This is the case in which HJTA, represented by Bell, McAndrews, & Hiltachk, convinced the California Supreme Court, as a stop-gap measure, to pull Proposition 49 from the November 2014 ballot. Prop. 49 was to be an advisory vote on whether Congress should propose an amendment to the U.S. Constitution that would overturn the controversial campaign finance case Citizens United.
The Supreme Court’s final decision on the merits was issued in January. The Court concluded that the Legislature has power to investigate the need for legislation and, at least for “questions pertaining to amendments to the federal Constitution,” may exercise that power by placing an advisory measure on the ballot. The decision is limited to advisory votes on amendments to the Constitution. Footnote 6 states, “Because we conclude the investigative power permits advisory questions in connection with potential federal constitutional amendments, we express no opinion about other potential sources of authority for advisory questions.”
HJTA v. California Dept. of Forestry
This is the “Fire Tax” case, in which HJTA is challenging the fire prevention fee imposed on owners of habitable structures within the State Responsibility Area. We assert the “fee” is actually a tax, and is thus invalid because it failed to receive two-thirds support in either house of the Legislature. After getting buried by more than 13,000 pages of documents in response to our first set of discovery requests, HJTA legal team is creating a spreadsheet index to use as a summary of the evidence produced thus far.
In August, we successfully moved for certification of the class; thus, we are permitted to continue the case as a class action, representing all persons entitled to refunds (i.e., those who paid the “fee” and filed at least one timely petition for redetermination).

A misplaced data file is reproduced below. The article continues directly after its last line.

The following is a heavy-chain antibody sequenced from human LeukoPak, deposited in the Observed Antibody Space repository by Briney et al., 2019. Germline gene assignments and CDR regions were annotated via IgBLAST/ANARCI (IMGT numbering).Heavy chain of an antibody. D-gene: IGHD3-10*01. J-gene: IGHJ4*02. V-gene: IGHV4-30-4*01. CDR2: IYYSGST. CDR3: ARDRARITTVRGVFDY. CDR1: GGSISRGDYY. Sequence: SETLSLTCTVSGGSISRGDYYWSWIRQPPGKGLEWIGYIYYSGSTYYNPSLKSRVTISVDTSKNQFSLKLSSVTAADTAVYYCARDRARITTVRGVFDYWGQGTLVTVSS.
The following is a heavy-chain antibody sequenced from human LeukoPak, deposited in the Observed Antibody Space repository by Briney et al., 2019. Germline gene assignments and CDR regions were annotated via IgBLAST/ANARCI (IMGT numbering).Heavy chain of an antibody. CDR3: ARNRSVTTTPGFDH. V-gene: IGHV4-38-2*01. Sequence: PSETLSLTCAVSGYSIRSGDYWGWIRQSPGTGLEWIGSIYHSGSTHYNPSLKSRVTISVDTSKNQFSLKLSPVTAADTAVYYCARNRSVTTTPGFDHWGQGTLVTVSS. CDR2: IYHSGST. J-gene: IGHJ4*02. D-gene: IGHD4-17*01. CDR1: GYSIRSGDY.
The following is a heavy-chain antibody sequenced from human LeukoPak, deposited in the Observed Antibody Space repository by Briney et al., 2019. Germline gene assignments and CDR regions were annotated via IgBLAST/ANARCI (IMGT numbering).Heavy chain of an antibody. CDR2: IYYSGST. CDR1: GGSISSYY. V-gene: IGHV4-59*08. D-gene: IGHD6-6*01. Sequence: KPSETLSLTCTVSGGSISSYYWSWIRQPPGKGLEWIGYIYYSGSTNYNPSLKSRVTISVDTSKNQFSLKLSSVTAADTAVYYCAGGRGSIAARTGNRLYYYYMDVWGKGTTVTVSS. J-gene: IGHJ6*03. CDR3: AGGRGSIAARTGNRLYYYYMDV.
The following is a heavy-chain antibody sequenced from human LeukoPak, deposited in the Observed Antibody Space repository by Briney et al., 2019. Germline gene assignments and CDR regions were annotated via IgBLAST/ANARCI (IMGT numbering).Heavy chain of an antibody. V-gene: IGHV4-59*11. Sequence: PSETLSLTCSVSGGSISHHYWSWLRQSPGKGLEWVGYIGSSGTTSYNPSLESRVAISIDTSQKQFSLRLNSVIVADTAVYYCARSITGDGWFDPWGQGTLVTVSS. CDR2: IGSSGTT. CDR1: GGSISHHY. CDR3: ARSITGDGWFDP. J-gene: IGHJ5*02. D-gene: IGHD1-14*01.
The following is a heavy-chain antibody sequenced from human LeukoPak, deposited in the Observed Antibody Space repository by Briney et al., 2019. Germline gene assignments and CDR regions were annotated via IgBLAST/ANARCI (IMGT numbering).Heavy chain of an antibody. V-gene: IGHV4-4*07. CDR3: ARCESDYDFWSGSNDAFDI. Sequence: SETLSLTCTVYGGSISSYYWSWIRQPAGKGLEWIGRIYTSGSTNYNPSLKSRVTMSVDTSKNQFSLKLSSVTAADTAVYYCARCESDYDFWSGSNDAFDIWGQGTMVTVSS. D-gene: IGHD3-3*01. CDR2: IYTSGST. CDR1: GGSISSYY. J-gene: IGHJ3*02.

In January, the Court granted our motion for approval of the form of Notice to the Class. Notice has been completed via newspaper publication, direct email, and posting on the HJTA and Fire Tax Protest websites. The opt-out deadline was March 7, 2016. Eleven parcels asked to be excluded from the class. Shortly we will file a report to show the court that notice was accomplished and that eleven parcels opted out.
HJTA v. City of Pasadena
In this lawsuit, HJTA is challenging Pasadena’s 25% water surcharge for nonresidents. HJTA is prosecuting this suit as a class action as well. Our motion to certify the class was successful, and the trial court subsequently approved a joint proposal for notifying the members of the class. The notices were mailed on October 16, 2015, and by the opt-out deadline of December 2, a total of 113 parcels asked to be excluded from the class.
Over the parties’ objections, the Court ordered another round of mediation, scheduled for March 16, in hopes that the case will settle. The chances of settlement are slim and none, but we are required to attend with our client and participate in good faith.
In anticipation of the case going to trial, we served another round of written discovery on February 18 (interrogatories and requests for production of documents). The parties have stipulated to not take depositions until after mediation fails to produce a settlement.
HJTA v. Amador Water Agency
This is a new case that was filed on March 8, 2016. It is a petition for writ of mandate asking the Court to order the Clerk and the Board of the Amador Water Agency (AWA) to process a voter referendum and place it on the June 7 Primary Election ballot. The referendum would submit to the voters, for their approval or disapproval, a new rate structure adopted by the AWA Board. The referendum complied with all statutory requirements of the Elections Code, and the County Registrar of Voters verified a sufficient number of valid signatures. Despite this, the Clerk sent a letter to the proponents detailing three legal theories which the Agency believes justify its refusal to act. In our view, none has merit.
Our March 8 filing was an ex parte application for issuance of an alternative writ, and calendar preference in setting the case for hearing. The Court obliged our request by issuing the alternative writ that same day, ordering a compressed briefing schedule, and setting the case for hearing on April 1st.
Hickenlooper v. Kerr